Standardized incidence ratios (SIRs) were calculated to compare the pattern of cancer occurrence in our study sample to that of the underlying source population in Västerbotten. The observed number of cancer cases in NSHDC was compared with the expected numbers, based on age-, gender- and calendar year-specific cancer incidence rates in Västerbotten County.12 Reproducibility of BMI measurements, taken on average about 10 years apart, was estimated by calculating Pearson correlation coefficients.

Directly standardized cancer rates across quartiles of BMI were calculated using the age distribution of the entire male or female study population as the standard population, and 95% confidence intervals (CIs) were calculated using an approximated standard error of the logarithm of the rate.13 Relative risks (RRs) and 95% CIs associated with increasing BMI were estimated using Poisson models, adjusting for age, calendar year and smoking. Age (in 5-year categories) and calendar year (before or after 1998) were analyzed as time-dependent variables, although calendar year had only a minor effect on risk estimates. Tests for linear trend were calculated using the median of each BMI category as a score and entering the score as a continuous term in the regression model. All tests were 2-sided, with an α of 0.05.

Additionally, analyses in subgroups based on smoking habits, age and lag time between recruitment and cancer diagnosis (≥1 year) were conducted. Smoking status was defined as current, ex- or nonsmoker. Current smokers were those who reported regular smoking of cigarettes, cigarillos, cigars or pipe; occasional smokers were classified as nonsmokers; and those who had stopped regular smoking were classified as ex-smokers. All analyses relating BMI to cancer risk were adjusted for smoking. No individual information about age at menopause was available, but previous studies, nested within the NSHDC, have shown the mean age at menopause in this population to be about 49–50 years; thus, age 49 was used as a cut-off point in subgroup analyses based on age in women. However, for most cancer sites, there were very few case women in the younger subgroup.

The proportion of cancer cases attributable to BMI was calculated as previously described.14, 15 For consistency with other reports,1, 16 calculations were based on multivariate-adjusted RRs obtained in analyses according to the WHO BMI categories of overweight. The population-attributable fraction was calculated only for cancer sites for which BMI was significantly associated with risk.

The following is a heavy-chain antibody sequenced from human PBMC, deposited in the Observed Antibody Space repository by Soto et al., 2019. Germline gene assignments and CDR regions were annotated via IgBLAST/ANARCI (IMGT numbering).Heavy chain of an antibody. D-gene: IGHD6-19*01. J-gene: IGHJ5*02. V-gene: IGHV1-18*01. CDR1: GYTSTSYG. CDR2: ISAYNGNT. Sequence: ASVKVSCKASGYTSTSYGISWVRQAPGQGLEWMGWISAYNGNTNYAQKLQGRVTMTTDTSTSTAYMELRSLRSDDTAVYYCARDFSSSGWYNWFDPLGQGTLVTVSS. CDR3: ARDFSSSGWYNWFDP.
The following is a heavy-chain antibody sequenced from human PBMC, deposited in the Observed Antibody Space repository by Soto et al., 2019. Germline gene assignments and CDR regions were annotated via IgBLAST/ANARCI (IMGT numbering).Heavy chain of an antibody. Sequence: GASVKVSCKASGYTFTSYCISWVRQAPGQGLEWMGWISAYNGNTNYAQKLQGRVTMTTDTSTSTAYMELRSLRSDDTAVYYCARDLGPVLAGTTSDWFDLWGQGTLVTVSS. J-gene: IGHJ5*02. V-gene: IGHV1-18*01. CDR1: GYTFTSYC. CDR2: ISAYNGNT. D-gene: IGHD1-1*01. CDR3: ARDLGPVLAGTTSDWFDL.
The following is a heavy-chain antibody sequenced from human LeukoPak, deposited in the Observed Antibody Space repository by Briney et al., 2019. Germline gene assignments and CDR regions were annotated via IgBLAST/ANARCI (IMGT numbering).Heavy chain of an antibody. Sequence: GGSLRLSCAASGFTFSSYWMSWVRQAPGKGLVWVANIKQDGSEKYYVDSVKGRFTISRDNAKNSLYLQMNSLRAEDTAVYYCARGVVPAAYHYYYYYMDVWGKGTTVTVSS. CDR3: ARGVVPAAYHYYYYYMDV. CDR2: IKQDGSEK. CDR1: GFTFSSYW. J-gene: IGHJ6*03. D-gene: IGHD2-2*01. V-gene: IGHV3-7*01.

All statistical analyses were performed using SAS (Cary, NC), version 8.


Selected characteristics of the study population are presented in Table I. Mean age at recruitment was 46.1 years (median 49.0, range 29–61), and follow-up time was on average 8.2 years, very similar for men and women. About 50% of the study population had BMI within the normal limits, about 40% were overweight and 12% were obese according to the WHO criteria. Men tended to be more frequently overweight than women (46% vs. 31%). The distribution according to smoking status was similar in men and women, with about 20% of the participants reporting smoking at baseline (Table I). Over 90% of NSHDC participants were recruited between 1989 and 2000.

Close to 10,000 NSHDC participants (n = 9,572) had repeated weight and height measurements taken on average 10 years apart. In both women and men, there was very good agreement between the repeated BMI measurements as estimated by Pearson's correlation (r = 0.81). After 10 years of follow-up, >70% of subjects with BMI at recruitment in the extreme quartiles preserved their initial BMI classification (72% and 76% in the lowest and highest BMI quartiles, respectively). On average, women gained about 1.8 BMI unit and men about 1.4 BMI unit over 10 years. A significant trend toward an increase in mean BMI with calendar time (from 1990 to 2002) in both men and women from all ages was observed. On average, the annual increase in BMI was about 0.1 BMI units among men and 0.06 BMI units among women.

SIRs for cancer cases observed in NSHDC vs. the expected numbers according to the incidence in Västerbotten County for overall and site-specific cancers were very close to unity, giving reassurance that our study population is representative of the underlying population. SIRs for overall cancer incidence were 0.98 (95% CI 0.92–1.04) for men and 1.00 (0.95–1.05) for women. The only site-specific cancer incidence that was lower than expected was the incidence of pancreatic cancer in men (0.67, 0.42–1.00; p < 0.05).

BMI and cancer risk

Women with BMI in the top quartile (>27.1) had a 29% higher risk of developing any cancer compared to women with BMI in the lowest quartile (<22.2) (Table II). The association of BMI with cancer risk was somewhat stronger in nonsmoking women, reaching a 47% increase in risk for the top BMI quartile. Analysis conducted according to the WHO BMI categories indicated that the risk associated with body adiposity was confined to women who were obese (BMI ≥ 30), while overweight women had risk largely similar to that of normal-weight women (RR = 1.06, 95% CI 0.94–1.19, and 1.36, 1.18–1.57, for overweight and obese women, respectively) (Table III).

Table III. Risk of Cancer According to BMI in Predefined Classes in Men and Women from The NSHDC
  • 1

    Directly standardized rate/10,000 person-years.

  • 2

    RR estimated from Poisson model with likelihood ratio CIs, adjusted for age, calendar year and smoking, all subjects.

  • 3